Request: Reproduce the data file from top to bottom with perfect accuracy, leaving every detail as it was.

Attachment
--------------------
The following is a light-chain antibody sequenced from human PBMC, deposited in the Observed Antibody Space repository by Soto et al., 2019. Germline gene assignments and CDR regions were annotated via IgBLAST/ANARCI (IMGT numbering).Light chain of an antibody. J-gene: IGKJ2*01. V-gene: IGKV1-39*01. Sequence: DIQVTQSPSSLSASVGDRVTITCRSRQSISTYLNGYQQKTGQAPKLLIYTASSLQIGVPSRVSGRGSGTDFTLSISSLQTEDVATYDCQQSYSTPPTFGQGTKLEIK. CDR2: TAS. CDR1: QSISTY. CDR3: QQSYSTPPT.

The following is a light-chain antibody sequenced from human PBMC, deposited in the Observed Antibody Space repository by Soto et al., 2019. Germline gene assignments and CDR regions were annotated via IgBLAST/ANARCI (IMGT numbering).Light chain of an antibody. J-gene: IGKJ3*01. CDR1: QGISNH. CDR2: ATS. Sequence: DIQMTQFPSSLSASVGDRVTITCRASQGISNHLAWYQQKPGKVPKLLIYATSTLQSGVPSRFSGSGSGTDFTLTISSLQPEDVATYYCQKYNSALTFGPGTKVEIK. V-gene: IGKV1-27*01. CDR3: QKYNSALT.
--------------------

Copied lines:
The following is a light-chain antibody sequenced from human PBMC, deposited in the Observed Antibody Space repository by Soto et al., 2019. Germline gene assignments and CDR regions were annotated via IgBLAST/ANARCI (IMGT numbering).Light chain of an antibody. J-gene: IGKJ2*01. V-gene: IGKV1-39*01. Sequence: DIQVTQSPSSLSASVGDRVTITCRSRQSISTYLNGYQQKTGQAPKLLIYTASSLQIGVPSRVSGRGSGTDFTLSISSLQTEDVATYDCQQSYSTPPTFGQGTKLEIK. CDR2: TAS. CDR1: QSISTY. CDR3: QQSYSTPPT.

The following is a light-chain antibody sequenced from human PBMC, deposited in the Observed Antibody Space repository by Soto et al., 2019. Germline gene assignments and CDR regions were annotated via IgBLAST/ANARCI (IMGT numbering).Light chain of an antibody. J-gene: IGKJ3*01. CDR1: QGISNH. CDR2: ATS. Sequence: DIQMTQFPSSLSASVGDRVTITCRASQGISNHLAWYQQKPGKVPKLLIYATSTLQSGVPSRFSGSGSGTDFTLTISSLQPEDVATYYCQKYNSALTFGPGTKVEIK. V-gene: IGKV1-27*01. CDR3: QKYNSALT.